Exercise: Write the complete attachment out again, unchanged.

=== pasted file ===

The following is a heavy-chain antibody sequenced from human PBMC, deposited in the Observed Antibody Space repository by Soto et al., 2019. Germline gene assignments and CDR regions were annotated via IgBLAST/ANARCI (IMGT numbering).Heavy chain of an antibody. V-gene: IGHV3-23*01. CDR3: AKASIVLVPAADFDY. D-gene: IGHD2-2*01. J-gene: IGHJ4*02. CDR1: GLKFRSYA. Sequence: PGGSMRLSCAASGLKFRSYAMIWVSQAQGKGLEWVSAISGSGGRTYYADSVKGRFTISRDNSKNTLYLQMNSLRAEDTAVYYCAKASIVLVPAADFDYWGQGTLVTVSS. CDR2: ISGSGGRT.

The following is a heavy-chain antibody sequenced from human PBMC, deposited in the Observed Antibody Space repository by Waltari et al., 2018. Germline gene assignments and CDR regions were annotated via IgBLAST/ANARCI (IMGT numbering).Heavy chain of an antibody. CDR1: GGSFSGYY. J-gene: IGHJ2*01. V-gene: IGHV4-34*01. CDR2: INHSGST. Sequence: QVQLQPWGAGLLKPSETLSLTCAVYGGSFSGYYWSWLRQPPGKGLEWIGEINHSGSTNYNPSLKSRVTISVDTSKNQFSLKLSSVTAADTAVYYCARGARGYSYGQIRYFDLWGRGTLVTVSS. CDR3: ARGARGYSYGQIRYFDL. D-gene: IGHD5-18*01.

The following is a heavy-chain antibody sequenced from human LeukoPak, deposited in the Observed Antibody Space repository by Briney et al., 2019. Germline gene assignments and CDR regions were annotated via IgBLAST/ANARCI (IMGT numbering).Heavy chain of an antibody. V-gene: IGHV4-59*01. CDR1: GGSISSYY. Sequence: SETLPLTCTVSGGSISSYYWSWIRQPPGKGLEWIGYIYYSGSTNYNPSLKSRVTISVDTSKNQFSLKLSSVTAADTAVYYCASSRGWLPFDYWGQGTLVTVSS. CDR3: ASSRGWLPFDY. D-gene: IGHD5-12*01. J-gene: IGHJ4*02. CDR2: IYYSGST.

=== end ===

The following is a heavy-chain antibody sequenced from human PBMC, deposited in the Observed Antibody Space repository by Soto et al., 2019. Germline gene assignments and CDR regions were annotated via IgBLAST/ANARCI (IMGT numbering).Heavy chain of an antibody. V-gene: IGHV3-23*01. CDR3: AKASIVLVPAADFDY. D-gene: IGHD2-2*01. J-gene: IGHJ4*02. CDR1: GLKFRSYA. Sequence: PGGSMRLSCAASGLKFRSYAMIWVSQAQGKGLEWVSAISGSGGRTYYADSVKGRFTISRDNSKNTLYLQMNSLRAEDTAVYYCAKASIVLVPAADFDYWGQGTLVTVSS. CDR2: ISGSGGRT.

The following is a heavy-chain antibody sequenced from human PBMC, deposited in the Observed Antibody Space repository by Waltari et al., 2018. Germline gene assignments and CDR regions were annotated via IgBLAST/ANARCI (IMGT numbering).Heavy chain of an antibody. CDR1: GGSFSGYY. J-gene: IGHJ2*01. V-gene: IGHV4-34*01. CDR2: INHSGST. Sequence: QVQLQPWGAGLLKPSETLSLTCAVYGGSFSGYYWSWLRQPPGKGLEWIGEINHSGSTNYNPSLKSRVTISVDTSKNQFSLKLSSVTAADTAVYYCARGARGYSYGQIRYFDLWGRGTLVTVSS. CDR3: ARGARGYSYGQIRYFDL. D-gene: IGHD5-18*01.

The following is a heavy-chain antibody sequenced from human LeukoPak, deposited in the Observed Antibody Space repository by Briney et al., 2019. Germline gene assignments and CDR regions were annotated via IgBLAST/ANARCI (IMGT numbering).Heavy chain of an antibody. V-gene: IGHV4-59*01. CDR1: GGSISSYY. Sequence: SETLPLTCTVSGGSISSYYWSWIRQPPGKGLEWIGYIYYSGSTNYNPSLKSRVTISVDTSKNQFSLKLSSVTAADTAVYYCASSRGWLPFDYWGQGTLVTVSS. CDR3: ASSRGWLPFDY. D-gene: IGHD5-12*01. J-gene: IGHJ4*02. CDR2: IYYSGST.